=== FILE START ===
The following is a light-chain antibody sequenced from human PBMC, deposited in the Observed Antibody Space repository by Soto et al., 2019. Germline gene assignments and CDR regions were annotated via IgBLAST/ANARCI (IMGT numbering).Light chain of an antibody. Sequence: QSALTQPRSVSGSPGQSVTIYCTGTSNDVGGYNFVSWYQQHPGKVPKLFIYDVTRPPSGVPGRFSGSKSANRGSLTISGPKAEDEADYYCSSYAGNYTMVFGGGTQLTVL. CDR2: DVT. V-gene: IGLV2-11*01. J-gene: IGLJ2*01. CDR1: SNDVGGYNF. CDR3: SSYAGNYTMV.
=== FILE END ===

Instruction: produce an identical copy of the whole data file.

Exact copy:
The following is a light-chain antibody sequenced from human PBMC, deposited in the Observed Antibody Space repository by Soto et al., 2019. Germline gene assignments and CDR regions were annotated via IgBLAST/ANARCI (IMGT numbering).Light chain of an antibody. Sequence: QSALTQPRSVSGSPGQSVTIYCTGTSNDVGGYNFVSWYQQHPGKVPKLFIYDVTRPPSGVPGRFSGSKSANRGSLTISGPKAEDEADYYCSSYAGNYTMVFGGGTQLTVL. CDR2: DVT. V-gene: IGLV2-11*01. J-gene: IGLJ2*01. CDR1: SNDVGGYNF. CDR3: SSYAGNYTMV.